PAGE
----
Cocktails & Spirits

Big Brother Star Memphis Garrett Opens No Man’s Land in Fort Lauderdale

With seating for 40, No Man's Land emits an undeniably sultry vibe.
With seating for 40, No Man's Land emits an undeniably sultry vibe. Photo by Shelby Cooper
Wedged in an unassuming shopping complex with a Winn-Dixie anchor, Fort Lauderdale’s newest cocktail hotspot is appropriately named: No Man’s Land.

The 40-seat lounge and restaurant opened on November 3, courtesy of reality star and Fort Lauderdale resident Memphis Garrett.

Prior to No Man’s Land, Garrett, who starred on seasons 10 and 22 of Big Brother, operated the popular Poke House and Blue Wave Sushi in the same 666 N. Federal Hwy. space, under the Garrett Hospitality Group umbrella.

“In my Rolodex of ideas, No Man’s Land has always been a concept that I had tucked away,” Garrett tells New Times. “I’d been waiting for the right time and venue. And it was time to renew that space. So No Man’s Land became that space. It’s a type of place that hadn’t existed yet in Fort Lauderdale and now it’s here.”


Billed as a sophisticated cocktail den, No Man’s Land looks simultaneously sultry and whimsical. Visual attractions include a gold-curtain entry with a Zoltar fortune-telling machine, plush blue velvet circular seating, marble tables, and a 13-seat bar with an emerald-green backdrop.
click to enlarge The flower-topped "1 Wish" is among the cocktail offerings at No Man's Land. - PHOTO BY SHELBY COOPER
The flower-topped "1 Wish" is among the cocktail offerings at No Man's Land.
Photo by Shelby Cooper
Chevy Farrell, known for his work with Sparrow, Glitch Bar, and Hyde Beach, developed the cocktail program, while Austin Blake, also a Sparrow alum, created the menu.

Garrett says early food favorites include the hamachi crudo (Asian pears, avocado, pickled fresno chilies, and cilantro), steak tartare (with truffled duxelles, cornichon, arugula, and blackened potato), and the foie gras "Old Fashioned" (bourbon-cured terrine, Luxardo gastrique, Angostura mascarpone, and toasted brioche).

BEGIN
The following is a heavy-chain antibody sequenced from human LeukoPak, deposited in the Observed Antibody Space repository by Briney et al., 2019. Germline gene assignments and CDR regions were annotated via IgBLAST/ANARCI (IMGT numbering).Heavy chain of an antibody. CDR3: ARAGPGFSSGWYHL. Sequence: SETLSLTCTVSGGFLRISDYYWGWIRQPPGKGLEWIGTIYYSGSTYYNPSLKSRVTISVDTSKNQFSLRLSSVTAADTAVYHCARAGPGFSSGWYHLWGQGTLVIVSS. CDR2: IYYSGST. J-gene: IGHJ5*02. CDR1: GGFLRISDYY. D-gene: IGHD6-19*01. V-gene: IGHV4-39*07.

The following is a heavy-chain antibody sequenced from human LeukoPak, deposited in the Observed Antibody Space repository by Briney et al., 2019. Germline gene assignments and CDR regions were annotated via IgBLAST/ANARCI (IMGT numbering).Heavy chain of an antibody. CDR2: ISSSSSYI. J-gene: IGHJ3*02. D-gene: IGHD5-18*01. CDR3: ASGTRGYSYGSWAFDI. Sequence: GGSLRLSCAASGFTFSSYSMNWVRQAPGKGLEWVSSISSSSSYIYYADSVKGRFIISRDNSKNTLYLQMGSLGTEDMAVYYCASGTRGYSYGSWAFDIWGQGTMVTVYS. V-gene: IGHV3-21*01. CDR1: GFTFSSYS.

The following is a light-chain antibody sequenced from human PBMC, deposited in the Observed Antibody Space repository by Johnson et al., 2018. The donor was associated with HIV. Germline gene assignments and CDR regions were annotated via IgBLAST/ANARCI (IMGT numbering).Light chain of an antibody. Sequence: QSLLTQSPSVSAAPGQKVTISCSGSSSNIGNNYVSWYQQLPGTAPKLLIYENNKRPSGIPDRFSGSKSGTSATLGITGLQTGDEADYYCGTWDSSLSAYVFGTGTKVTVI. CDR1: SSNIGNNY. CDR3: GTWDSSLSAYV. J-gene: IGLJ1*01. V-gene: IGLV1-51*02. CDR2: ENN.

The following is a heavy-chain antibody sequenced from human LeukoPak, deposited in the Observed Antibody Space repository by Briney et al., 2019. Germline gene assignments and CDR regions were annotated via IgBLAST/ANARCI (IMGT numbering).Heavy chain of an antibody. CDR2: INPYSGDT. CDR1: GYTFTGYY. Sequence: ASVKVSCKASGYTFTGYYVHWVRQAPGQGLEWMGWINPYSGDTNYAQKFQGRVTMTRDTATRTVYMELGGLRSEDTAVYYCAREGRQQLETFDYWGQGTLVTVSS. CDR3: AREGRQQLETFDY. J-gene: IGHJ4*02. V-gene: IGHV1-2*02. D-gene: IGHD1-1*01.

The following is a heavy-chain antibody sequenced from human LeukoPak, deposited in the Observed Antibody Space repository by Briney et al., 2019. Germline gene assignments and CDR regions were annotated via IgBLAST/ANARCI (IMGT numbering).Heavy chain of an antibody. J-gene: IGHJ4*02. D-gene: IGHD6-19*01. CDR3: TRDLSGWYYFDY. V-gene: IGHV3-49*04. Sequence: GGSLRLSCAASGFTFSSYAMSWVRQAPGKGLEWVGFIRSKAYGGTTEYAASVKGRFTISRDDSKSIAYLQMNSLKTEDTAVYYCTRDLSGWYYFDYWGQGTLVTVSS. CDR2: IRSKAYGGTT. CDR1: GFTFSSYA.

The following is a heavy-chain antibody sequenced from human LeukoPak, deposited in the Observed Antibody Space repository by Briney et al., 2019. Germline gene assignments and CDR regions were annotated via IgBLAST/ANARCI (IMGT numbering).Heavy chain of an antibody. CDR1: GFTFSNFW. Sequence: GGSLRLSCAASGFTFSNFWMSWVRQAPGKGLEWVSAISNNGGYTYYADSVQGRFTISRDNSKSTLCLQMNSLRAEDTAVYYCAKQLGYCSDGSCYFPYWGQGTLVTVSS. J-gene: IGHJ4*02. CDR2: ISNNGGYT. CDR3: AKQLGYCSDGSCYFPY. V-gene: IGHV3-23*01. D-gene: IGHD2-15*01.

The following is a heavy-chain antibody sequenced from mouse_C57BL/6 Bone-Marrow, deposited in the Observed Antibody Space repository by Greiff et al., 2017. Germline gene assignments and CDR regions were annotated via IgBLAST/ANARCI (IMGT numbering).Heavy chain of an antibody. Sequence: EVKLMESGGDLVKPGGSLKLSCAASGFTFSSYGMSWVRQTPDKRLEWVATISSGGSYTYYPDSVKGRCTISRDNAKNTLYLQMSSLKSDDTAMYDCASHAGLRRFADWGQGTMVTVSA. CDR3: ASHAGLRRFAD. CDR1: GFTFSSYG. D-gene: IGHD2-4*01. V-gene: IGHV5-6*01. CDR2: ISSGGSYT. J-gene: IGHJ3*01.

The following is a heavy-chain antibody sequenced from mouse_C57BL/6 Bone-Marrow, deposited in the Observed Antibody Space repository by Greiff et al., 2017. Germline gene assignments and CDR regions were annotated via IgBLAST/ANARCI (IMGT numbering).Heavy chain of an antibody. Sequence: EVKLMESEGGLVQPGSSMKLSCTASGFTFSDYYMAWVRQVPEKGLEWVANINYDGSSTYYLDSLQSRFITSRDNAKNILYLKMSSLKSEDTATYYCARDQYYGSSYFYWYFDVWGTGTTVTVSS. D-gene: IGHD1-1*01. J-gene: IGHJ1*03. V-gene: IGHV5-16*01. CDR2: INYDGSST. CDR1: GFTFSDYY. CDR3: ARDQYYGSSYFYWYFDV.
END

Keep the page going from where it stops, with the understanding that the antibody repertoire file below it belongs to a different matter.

Small plates start at $6 and run to $26, with cocktails – including a brûlée’d banana-draped "No Man’s Old Fashioned" – hovering around the $15 mark. Despite the borderline swanky vibe, Garrett emphasizes that the spot is made for everyone.

“We want to push the envelope and try new things here, but do it in an approachable manner,” he says. “We’re not trying to make this an unobtainable, super-high-end place, but something that Fort Lauderdale is wanting and ready for.”
click to enlarge The "Foie Gras 'Old Fashioned'" is a visual spectacle at No Man's Land. - PHOTO BY SHELBY COOPER
The "Foie Gras 'Old Fashioned'" is a visual spectacle at No Man's Land.
Photo by Shelby Cooper
Beyond the current opening phase, Garrett envisions impromptu cocktail hours and specials in No Man’s Land’s near future all while maintaining a “refuge from the ordinary” and “you never know what you’re going to get” type of allure.


As for his next local opening, Ya Mas! Taverna – a Mediterranean concept replacing Hollywood Brewing’s Las Olas outpost at 1103 Las Olas Blvd. – will open its doors in the coming weeks. And, good news for Poke House fans, the restaurant will operate as a ghost kitchen out of the No Man's Land space during daytime hours.

No Man’s Land. 666 N. Federal Hwy., Fort Lauderdale; 954-368-2616; nomanslandftl.com. Open Sunday through Wednesday from 5 p.m. to Midnight and Thursday through Saturday from 5 p.m. to 2 a.m.
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Jesse Scott is a Fort Lauderdale-based contributor for Miami New Times covering culture, food, travel, and entertainment in South Florida and beyond. His work has appeared in Condé Nast Traveler, Lonely Planet, National Geographic, and his hometown newspaper, the Free Lance-Star, among others.